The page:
Looking at the applications on my Mac that I use on a regular basis, apart from mail and browsers the one app I probably use the most is Apple’s Keynote. I use it to create presentations for events, conferences and workshops. Having delivered my presentation (or sometimes before) I would upload it to Slideshare. Slideshare is a great site for hosting presentations that can then be embedded into blog posts, web pages or the VLE.
Though you can upload Keynote presentations to Slideshare, due to the nature of the types of presentations I create I have had issues with the conversion process. It works fine with simple presentations, buy my multiple page presentations sometimes have ground to a halt. As a result I now use the following workflow to ensure that my presentation uploads correctly to Slideshare.
I use the same process if I need to share the presentation with others, some conferences and organisations like to have a copy of the presentation on their website. Also when I know I will be presenting at a conference and I won’t be able to use my Mac directly and will have the use the provided Windows PC that is connected to the projector.
The process also works really well with online presentation systems such as Elluminate, Adobe Connect, Instant Presenter, and so on…
Having created my presentation in Keynote I then export it as a series of JPGs.
From the menu File -> Export…
You can choose the quality of the images, I usually use PNG, but if it is a large presentation then I will go with JPG and reduce the quality of the images.
This will then export…
…and create a series of images to reflect the slides.
Change the Finder view to Column View.
The reason for this is when you then drag the images into Keynote the order will be retained.
Start a new blank Keynote presentation.
For Slideshare and online presentation systems, I usually use 800×600. For sharing the presentation for Windows systems or for use with projectors I will use 1024×786. The size format can be changed in the Inspector.
Drag the images from Finder into Keynote.
This will then create a presentation of the images of your slides.
This is a neat feature of Keynote that I haven’t been able to replicate in Powerpoint which is drag in a series of images and it will create a slide for each image. It will also resize the images to match the default presentation slide size too.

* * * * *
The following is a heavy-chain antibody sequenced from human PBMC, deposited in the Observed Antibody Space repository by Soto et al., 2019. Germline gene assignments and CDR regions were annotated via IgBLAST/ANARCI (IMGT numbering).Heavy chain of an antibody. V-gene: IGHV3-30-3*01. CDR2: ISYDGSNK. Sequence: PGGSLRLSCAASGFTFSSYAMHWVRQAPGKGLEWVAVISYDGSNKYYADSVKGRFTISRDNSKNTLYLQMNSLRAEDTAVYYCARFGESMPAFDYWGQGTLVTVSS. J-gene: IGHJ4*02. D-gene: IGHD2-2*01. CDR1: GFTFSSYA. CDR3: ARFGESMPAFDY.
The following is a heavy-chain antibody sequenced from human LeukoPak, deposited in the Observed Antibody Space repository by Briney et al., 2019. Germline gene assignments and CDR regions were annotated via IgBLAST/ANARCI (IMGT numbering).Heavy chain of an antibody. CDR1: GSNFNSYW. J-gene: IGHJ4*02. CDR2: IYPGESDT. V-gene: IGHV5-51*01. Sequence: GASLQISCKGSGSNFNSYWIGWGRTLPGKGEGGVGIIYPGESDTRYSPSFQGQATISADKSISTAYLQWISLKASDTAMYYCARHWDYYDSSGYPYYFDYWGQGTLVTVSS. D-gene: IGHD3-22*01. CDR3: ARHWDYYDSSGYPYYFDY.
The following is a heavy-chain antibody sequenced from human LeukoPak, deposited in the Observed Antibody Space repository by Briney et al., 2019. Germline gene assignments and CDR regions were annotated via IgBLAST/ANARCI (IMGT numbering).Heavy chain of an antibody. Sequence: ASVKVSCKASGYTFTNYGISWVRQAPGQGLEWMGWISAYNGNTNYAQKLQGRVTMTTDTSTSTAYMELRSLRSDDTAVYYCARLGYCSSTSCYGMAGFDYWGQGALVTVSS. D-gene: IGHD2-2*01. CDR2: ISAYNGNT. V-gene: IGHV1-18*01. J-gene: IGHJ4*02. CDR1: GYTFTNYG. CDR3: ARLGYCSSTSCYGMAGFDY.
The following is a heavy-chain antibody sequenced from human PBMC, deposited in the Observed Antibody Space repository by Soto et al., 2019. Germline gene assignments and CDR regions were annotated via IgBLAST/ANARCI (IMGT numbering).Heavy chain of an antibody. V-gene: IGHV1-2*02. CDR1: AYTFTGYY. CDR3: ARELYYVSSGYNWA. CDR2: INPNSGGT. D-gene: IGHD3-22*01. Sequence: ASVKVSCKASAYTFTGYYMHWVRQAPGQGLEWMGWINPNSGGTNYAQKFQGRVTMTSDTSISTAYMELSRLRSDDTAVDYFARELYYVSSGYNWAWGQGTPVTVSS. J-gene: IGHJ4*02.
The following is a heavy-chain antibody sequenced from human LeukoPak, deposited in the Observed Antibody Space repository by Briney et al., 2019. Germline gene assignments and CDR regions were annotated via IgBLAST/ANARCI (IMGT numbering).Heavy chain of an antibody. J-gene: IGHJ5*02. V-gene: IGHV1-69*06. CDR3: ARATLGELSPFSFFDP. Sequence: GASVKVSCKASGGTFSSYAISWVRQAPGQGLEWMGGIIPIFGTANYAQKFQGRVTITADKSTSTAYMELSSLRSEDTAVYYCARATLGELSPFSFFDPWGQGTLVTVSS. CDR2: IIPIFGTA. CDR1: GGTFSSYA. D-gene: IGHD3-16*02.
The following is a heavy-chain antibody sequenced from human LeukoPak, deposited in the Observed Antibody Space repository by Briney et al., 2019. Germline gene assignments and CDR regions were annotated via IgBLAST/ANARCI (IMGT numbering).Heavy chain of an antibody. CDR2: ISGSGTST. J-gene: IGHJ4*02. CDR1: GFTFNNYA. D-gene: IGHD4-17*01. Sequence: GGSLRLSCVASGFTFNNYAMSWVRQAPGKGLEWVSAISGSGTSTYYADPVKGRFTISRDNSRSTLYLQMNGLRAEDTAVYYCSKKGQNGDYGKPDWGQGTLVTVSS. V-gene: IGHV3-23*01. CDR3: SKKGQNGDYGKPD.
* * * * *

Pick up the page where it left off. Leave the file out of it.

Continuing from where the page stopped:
I then export this Keynote presentation as a Powerpoint presentation.
I now have a presentation that is an “exact duplicate” of my Keynote presentation, won’t change when uploaded to Slideshare, or when used in an online presentation tool, or when used in Powerpoint on a Windows PC.
So why don’t I export as a Powerpoint presentation at stage one?
The problem with this is that the fonts generally don’t convert very well and if the font is missing from the Windows PC then it won’t look like the presentation did on my Mac. Likewise with a remote presentation system, it will use its system fonts rather than the fonts I did, so again changing the look of my presentation. By using images I can retain the fonts that I used rather than have them replaced by system fonts that don’t reflect the style of the presentation.
From an accessibility perspective of course using images over text is not always a good idea. It also means that when you upload to Slideshare there is no “transcript”.
Sometimes I will manually add the images one by one to the original presentation and as a result the original text is behind the slide image. Or I go in and add the text manually to the new images presentation and “hide” it behind the images so that I have a transcript. The advantage of the latter method is that I can add more text than is on the slide, to expand a point or similar.
The process I have outlined is a little convoluted, but the end result is I have a presentation which can be shared, put online or used which still has the same visual impact that I originally created it with.
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